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dc.contributor.advisorHill, Douglas
dc.contributor.authorBatchelor, Rachel
dc.identifier.citationBatchelor, R. (2012). Contestations of Environmental Impact Assessments in the Mekong Basin (Thesis, Master of Arts). University of Otago. Retrieved from
dc.description.abstractThe Mekong River is one of the world’s great river systems. In recent decades there has been a rapid increase in the development of hydropower projects within the Mekong Basin – a trend accompanied by significant debate and controversy. Those in favour of hydropower claim it will bring substantial economic benefits and development to the region, whilst those opposed to the apparently rampant hydropower development are concerned about the potentially significant environmental and social impacts of these developments. Environmental Impact Assessment (EIA) has become a key stage in the consent process for dam development in the Mekong Region, and in theory should act as a protective mechanism against the most negative outcomes of development. However, there is growing concern that in the Mekong Region EIAs are in fact being done to simply meet the funding or consent requirements, facilitating pre-determined development outcomes (e.g. Campbell, 2011; Goldman, 2005). These concerns reflect current dialogues in the literature, which recognise that EIA are being utilised in some contexts to dismiss criticisms of development projects and to justify projects’ progressions (e.g. Li, 2009; Cashmore et al., 2010). This research sought to contribute to the body of literature by exploring whether EIA are being utilised to justify hydropower development in the Mekong Region. Non-governmental organisations (NGOs) are one of the major stakeholders in opposition to current hydropower development trends in the Mekong Basin. This study explores how NGOs are responding to the utilisation of EIA to justify projects by dam proponents The research was centred on non-governmental organisations (NGOs) operating in Thailand, Cambodia and Laos. Qualitative methods were utilised to undertake interviews with NGO representatives in the three study countries, including locally based NGOs and transnational organisations. The primary data was complemented by secondary resources, and all data was collated to inform the research questions. The research found that dam proponents are manipulating processes of EIA in order to produce impact assessment reports which reflect favourably on their projects. These manipulated EIA are then being used to support claims that proposed projects’ impacts will result in net positive outcomes, and to support claims that the decision to pursue the project is depoliticised. These discourses of EIA and hydropower are used to dismiss criticisms of dam projects. NGOs operating in the three case study countries have recognised the role EIA is playing in facilitating hydropower development in the region and are trying to contest and repoliticise EIA in a range of ways. Knowledge production was a major strategy, as NGOs try to overcome the significant knowledge imbalances between project proponents and themselves. Political space along with the capacity and resources of individual NGOs were observed to have the largest influence upon how NGOs were contesting EIA and on the success of their actions.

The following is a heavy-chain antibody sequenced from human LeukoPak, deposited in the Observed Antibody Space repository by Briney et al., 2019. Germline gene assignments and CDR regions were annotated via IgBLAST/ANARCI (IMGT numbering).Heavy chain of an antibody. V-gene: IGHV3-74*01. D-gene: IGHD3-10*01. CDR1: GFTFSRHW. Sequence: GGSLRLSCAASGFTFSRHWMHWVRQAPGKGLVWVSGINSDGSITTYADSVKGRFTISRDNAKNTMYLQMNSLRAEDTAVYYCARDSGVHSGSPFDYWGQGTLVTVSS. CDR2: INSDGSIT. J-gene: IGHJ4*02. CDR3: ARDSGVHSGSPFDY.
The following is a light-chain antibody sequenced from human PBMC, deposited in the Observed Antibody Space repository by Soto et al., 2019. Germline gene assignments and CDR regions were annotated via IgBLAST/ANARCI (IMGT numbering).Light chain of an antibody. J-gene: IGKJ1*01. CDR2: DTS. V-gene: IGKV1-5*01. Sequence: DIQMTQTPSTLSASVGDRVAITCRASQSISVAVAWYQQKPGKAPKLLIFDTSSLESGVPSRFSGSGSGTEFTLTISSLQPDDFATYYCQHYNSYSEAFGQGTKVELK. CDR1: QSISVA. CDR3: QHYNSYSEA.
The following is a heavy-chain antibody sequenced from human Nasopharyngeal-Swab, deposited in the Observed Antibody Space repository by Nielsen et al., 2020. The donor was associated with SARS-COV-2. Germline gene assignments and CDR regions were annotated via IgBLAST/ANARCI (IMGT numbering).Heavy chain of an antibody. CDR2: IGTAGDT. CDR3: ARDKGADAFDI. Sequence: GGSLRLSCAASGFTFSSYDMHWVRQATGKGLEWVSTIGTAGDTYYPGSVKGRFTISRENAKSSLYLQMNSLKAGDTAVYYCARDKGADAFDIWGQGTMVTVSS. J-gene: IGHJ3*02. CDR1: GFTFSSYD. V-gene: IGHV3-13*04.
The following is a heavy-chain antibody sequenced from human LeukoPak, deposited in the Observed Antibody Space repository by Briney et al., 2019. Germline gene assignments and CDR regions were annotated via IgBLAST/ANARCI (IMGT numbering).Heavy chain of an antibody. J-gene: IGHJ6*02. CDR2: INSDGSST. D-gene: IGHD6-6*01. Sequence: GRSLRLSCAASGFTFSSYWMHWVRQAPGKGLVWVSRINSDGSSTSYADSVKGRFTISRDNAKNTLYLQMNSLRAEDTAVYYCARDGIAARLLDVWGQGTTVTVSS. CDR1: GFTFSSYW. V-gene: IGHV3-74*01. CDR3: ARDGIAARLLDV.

dc.publisherUniversity of Otago
dc.rightsAll items in OUR Archive are provided for private study and research purposes and are protected by copyright with all rights reserved unless otherwise indicated.
dc.subjectsouth east asia
dc.subjectenviromental impact assessment
dc.titleContestations of Environmental Impact Assessments in the Mekong Basin
dc.language.rfc3066en of Arts of Otago
otago.openaccessAbstract Only
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